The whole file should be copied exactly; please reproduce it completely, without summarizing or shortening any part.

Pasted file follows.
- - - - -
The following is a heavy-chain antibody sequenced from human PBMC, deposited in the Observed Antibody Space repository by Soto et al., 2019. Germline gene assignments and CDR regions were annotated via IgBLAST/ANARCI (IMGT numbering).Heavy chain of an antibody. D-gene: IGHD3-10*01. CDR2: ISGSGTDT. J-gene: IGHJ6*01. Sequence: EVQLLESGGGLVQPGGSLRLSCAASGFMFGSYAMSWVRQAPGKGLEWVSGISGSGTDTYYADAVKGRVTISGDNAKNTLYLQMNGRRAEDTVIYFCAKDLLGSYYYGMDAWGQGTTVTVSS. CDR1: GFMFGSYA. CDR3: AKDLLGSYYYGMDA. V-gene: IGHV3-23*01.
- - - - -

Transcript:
The following is a heavy-chain antibody sequenced from human PBMC, deposited in the Observed Antibody Space repository by Soto et al., 2019. Germline gene assignments and CDR regions were annotated via IgBLAST/ANARCI (IMGT numbering).Heavy chain of an antibody. D-gene: IGHD3-10*01. CDR2: ISGSGTDT. J-gene: IGHJ6*01. Sequence: EVQLLESGGGLVQPGGSLRLSCAASGFMFGSYAMSWVRQAPGKGLEWVSGISGSGTDTYYADAVKGRVTISGDNAKNTLYLQMNGRRAEDTVIYFCAKDLLGSYYYGMDAWGQGTTVTVSS. CDR1: GFMFGSYA. CDR3: AKDLLGSYYYGMDA. V-gene: IGHV3-23*01.